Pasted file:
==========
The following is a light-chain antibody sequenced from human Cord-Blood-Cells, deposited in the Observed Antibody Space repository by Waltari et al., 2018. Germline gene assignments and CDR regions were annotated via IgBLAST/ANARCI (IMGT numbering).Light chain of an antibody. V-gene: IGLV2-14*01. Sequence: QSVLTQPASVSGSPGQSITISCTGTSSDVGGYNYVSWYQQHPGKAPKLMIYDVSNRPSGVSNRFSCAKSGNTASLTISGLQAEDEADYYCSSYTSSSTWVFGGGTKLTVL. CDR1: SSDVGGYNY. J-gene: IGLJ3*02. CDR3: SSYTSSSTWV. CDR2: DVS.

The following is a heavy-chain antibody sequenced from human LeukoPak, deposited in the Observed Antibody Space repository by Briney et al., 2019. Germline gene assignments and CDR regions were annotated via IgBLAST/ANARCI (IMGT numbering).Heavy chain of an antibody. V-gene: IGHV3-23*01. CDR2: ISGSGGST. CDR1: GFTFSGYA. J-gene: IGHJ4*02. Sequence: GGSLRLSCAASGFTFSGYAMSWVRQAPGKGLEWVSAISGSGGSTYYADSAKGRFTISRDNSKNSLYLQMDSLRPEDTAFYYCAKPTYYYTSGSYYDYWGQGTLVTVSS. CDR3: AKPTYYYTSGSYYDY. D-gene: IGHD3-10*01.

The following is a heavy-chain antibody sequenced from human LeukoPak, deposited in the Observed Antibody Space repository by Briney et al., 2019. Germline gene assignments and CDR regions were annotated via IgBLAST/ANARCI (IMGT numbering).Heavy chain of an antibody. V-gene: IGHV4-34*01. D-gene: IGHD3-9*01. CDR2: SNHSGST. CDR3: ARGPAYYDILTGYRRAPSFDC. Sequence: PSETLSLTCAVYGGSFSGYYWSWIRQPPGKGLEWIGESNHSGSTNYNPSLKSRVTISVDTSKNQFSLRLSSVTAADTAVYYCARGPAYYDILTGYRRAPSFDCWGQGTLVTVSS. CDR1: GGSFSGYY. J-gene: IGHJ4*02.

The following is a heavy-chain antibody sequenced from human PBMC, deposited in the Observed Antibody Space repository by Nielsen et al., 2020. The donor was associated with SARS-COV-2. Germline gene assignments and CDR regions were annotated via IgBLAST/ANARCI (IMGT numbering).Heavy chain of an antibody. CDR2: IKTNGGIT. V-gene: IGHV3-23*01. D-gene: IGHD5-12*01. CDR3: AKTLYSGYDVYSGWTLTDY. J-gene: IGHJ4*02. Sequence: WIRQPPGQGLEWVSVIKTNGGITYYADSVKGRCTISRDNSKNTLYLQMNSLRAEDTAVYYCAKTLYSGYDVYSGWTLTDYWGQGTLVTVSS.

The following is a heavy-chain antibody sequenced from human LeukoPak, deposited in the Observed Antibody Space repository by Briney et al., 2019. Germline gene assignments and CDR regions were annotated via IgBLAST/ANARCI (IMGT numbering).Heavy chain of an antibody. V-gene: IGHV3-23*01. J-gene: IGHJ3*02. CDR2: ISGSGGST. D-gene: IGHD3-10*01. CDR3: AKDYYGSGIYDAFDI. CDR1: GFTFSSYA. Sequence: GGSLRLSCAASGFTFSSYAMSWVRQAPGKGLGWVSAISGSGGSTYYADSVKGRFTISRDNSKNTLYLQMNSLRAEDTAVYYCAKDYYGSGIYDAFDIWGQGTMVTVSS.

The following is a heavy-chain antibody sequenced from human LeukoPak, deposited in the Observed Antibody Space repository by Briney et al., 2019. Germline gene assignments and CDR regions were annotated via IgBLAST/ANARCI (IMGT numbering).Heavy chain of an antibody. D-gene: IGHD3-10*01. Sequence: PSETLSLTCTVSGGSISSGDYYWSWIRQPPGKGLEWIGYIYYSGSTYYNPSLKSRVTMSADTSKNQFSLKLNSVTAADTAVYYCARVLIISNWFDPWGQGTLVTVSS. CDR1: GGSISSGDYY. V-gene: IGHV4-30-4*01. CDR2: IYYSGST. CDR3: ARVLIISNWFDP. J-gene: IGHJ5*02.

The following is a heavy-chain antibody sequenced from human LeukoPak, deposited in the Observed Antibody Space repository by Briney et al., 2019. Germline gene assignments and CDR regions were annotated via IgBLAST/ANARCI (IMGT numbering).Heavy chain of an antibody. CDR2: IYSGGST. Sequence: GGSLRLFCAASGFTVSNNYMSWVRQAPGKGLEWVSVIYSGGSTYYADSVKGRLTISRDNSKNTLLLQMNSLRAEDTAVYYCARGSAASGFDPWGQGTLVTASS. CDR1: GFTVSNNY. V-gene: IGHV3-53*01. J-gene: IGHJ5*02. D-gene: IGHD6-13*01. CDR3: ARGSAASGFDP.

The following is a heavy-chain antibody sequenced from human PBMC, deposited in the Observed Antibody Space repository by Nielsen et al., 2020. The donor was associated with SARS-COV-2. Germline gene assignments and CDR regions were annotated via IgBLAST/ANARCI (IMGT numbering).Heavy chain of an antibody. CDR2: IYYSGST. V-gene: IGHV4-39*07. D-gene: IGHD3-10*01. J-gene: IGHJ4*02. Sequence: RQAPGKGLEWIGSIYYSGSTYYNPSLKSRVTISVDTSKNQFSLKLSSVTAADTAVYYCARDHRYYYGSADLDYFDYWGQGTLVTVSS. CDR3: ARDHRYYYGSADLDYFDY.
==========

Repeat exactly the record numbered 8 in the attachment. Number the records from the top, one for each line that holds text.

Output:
The following is a heavy-chain antibody sequenced from human PBMC, deposited in the Observed Antibody Space repository by Nielsen et al., 2020. The donor was associated with SARS-COV-2. Germline gene assignments and CDR regions were annotated via IgBLAST/ANARCI (IMGT numbering).Heavy chain of an antibody. CDR2: IYYSGST. V-gene: IGHV4-39*07. D-gene: IGHD3-10*01. J-gene: IGHJ4*02. Sequence: RQAPGKGLEWIGSIYYSGSTYYNPSLKSRVTISVDTSKNQFSLKLSSVTAADTAVYYCARDHRYYYGSADLDYFDYWGQGTLVTVSS. CDR3: ARDHRYYYGSADLDYFDY.